Often it takes a revolutionary presidential election to overcome such barriers.As in any other policy debates in the US politics interest groups’ pluralism have an effect on the health policy.There are two models of a healthcare which consist of the single payer and the social insurance system.
Because they are such a well organized interest group they are very effective in influencing the decisions on policies that affect the seniors in this country.
A decentralized role of the states has its pros and cons.
Any type of reform in America is incremental and piecemeal especially health care.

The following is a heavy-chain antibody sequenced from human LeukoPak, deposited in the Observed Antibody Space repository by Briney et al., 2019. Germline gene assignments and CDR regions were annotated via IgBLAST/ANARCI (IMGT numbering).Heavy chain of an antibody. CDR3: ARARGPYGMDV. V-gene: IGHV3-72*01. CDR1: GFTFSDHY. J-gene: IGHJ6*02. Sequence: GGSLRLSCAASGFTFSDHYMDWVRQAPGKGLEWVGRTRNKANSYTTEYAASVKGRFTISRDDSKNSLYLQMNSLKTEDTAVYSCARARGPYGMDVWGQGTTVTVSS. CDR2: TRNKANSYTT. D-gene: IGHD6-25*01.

For example Medicaid has had many much needed changes since its beginning in 1965.
Powerful interest groups involved in health care politics adamantly resist any major change (Alford 1975).
Each group deeply believes that their interests are the best and will fight very hard to protect their interest.
Medicare mainly deals with Americans who are over the age of 65 or disabled.
Medicaid deals with people who are of low income or maybe classified as being poor.
Being a capital nation we are under the notion that the private sector can best organize and operate the production and consumption of goods and services in our country rather than the government.
The US health care system is fragmented so much that it is almost impossible to track.